Monty's final day of freedom plays out in clubs, parks, bars, and his memories, which Spike Lee weaves seamlessly in and out of the narrative, sparing us a moralistic explanation for Monty, a nice boy, ending up becoming a drug dealer, but showing us instead the parts of Monty's life that mean something to him: finding an abused pit bull, meeting Naturale, getting busted and interrogated by arrogant DEA agents.

The rant that Monty gives to his reflection is right out of David Benioff's book, nearly word-for-word, so stop blaming Spike Lee, and besides it's a great set piece, expressing Monty's self-loathing at the city which will go on despite him.
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24 of 24 people found the following review helpful By A Customer on May 21, 2003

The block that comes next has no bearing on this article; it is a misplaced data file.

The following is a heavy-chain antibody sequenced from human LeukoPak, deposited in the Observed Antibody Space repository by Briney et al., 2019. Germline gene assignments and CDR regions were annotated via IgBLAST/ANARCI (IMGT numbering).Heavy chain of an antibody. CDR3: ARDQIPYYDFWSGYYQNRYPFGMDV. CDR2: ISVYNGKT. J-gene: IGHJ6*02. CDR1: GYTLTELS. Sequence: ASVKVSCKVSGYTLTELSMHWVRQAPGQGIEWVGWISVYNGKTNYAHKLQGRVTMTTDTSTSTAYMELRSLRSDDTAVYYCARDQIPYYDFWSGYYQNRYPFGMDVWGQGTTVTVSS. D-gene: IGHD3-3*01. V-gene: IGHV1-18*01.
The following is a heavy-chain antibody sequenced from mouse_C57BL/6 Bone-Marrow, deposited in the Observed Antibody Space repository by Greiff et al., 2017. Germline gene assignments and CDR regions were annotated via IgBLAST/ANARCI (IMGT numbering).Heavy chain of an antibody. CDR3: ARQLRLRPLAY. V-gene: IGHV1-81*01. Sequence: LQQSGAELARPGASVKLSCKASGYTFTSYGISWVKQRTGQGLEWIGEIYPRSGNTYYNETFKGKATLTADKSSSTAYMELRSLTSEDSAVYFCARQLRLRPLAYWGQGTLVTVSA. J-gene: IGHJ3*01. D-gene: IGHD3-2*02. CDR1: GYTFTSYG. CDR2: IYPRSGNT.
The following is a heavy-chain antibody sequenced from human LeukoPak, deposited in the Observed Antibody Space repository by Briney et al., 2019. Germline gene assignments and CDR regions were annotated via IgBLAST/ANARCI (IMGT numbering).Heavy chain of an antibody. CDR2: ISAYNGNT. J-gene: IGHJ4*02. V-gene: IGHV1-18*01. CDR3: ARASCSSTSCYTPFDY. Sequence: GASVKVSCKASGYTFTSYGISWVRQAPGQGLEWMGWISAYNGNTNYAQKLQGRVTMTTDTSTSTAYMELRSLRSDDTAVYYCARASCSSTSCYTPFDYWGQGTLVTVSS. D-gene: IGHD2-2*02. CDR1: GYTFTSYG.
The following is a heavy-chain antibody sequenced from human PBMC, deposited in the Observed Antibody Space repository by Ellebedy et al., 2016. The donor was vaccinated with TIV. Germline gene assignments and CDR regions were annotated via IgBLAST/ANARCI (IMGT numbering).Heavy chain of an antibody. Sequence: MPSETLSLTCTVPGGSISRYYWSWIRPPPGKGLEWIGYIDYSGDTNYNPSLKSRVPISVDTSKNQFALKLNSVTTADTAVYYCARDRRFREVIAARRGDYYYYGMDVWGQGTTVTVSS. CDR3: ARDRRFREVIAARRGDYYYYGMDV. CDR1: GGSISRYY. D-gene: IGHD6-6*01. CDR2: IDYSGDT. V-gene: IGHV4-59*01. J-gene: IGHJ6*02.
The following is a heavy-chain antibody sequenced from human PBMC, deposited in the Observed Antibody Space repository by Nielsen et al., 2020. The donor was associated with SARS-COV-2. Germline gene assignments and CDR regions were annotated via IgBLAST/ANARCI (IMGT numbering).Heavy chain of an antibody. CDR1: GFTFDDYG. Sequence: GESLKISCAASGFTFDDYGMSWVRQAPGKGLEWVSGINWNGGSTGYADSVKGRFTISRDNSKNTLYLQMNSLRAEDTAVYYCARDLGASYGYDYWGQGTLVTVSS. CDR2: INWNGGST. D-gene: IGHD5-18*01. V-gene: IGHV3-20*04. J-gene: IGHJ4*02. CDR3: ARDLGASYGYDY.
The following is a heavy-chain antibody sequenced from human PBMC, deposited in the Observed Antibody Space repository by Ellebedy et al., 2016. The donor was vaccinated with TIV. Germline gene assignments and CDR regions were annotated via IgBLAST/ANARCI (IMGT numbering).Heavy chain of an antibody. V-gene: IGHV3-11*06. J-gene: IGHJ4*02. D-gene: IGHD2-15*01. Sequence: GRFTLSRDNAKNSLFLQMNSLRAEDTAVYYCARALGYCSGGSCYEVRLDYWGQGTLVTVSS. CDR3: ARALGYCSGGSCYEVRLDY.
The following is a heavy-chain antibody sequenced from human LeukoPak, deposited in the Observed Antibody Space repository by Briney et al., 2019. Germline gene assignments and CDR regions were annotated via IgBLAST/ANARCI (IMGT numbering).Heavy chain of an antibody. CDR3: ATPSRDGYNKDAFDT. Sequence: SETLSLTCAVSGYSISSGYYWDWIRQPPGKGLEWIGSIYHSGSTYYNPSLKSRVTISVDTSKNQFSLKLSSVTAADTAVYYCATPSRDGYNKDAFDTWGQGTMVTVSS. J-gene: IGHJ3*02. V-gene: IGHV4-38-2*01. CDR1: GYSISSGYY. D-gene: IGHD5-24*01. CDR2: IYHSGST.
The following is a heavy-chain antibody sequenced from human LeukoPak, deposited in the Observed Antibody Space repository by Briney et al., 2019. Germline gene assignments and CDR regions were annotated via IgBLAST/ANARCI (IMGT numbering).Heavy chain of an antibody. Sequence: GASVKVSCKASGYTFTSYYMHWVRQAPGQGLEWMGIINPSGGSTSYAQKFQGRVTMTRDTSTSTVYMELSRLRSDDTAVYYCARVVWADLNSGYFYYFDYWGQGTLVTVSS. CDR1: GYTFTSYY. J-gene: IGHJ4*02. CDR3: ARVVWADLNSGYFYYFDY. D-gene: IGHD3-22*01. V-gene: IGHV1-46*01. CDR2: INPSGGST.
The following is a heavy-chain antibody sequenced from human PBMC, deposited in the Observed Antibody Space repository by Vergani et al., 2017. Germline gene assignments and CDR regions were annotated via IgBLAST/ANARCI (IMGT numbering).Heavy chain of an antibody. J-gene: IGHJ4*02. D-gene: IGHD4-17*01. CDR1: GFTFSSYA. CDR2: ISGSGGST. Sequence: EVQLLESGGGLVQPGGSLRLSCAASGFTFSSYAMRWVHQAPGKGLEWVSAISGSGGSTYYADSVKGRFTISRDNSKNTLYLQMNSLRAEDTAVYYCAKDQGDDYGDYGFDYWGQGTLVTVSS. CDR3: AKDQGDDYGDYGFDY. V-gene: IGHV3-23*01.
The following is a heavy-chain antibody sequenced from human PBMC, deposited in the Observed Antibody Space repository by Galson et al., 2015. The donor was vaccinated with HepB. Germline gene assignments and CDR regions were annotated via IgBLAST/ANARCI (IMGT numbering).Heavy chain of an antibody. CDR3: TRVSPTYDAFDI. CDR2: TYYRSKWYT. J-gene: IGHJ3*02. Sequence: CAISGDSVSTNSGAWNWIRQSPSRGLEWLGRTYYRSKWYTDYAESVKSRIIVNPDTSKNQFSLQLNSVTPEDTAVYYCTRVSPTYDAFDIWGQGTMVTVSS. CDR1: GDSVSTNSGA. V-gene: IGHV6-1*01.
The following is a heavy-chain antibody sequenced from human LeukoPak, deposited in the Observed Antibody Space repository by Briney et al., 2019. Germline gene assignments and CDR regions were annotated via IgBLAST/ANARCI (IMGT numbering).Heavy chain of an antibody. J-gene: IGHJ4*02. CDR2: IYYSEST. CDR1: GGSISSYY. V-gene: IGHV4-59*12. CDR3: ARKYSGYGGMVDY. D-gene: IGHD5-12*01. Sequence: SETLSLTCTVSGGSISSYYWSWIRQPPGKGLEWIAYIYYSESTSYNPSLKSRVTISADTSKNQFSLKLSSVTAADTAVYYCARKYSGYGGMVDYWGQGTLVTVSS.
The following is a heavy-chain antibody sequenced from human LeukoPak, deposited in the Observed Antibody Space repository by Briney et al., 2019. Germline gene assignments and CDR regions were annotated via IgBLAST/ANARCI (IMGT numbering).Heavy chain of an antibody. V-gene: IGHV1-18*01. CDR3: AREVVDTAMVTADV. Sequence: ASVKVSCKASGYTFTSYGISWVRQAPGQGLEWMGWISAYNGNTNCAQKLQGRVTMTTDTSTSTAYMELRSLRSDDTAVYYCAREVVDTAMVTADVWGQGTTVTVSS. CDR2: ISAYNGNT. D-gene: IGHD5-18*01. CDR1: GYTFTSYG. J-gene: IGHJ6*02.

Format: DVD
I am not a big fan of Spike Lee and I do not usually write reviews for movies. But after watching this film, I was inspired to do so. This is one of the best movies I have ever seen. Edward Norton plays his role to perfection. His supporting cast does an excellent job at bringing out his exceptional acting skills. The few montage sequences in the film were humerous as well as though-provoking. This is one of those movies that will stay in your mind long after you view it. I highly recommend this film to anyone who enjoys a good drama. I have a new found respect for Spike Lee.
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Format: DVD
One of the many things that make 25th hour such a special film to me is how Benioff and Lee didn't attempt to cram too many events into this plot. This film does take place in just one day, and it's a perfect snapshot of the lead protagonist Monty Brogan's thoughts and actions in that final day before he begins a 7 year jail sentence for dealing heroin, expertly put together by David Benioff and Spike Lee. We see Brogan (superbly played by Edward Norton) walking his dog, talking to his girlfriend, having a meal with his father, going out to a club with his friends, preparing to go to jail and being driven there. It's not over the top, it isn't brash, but it does do what is necessary.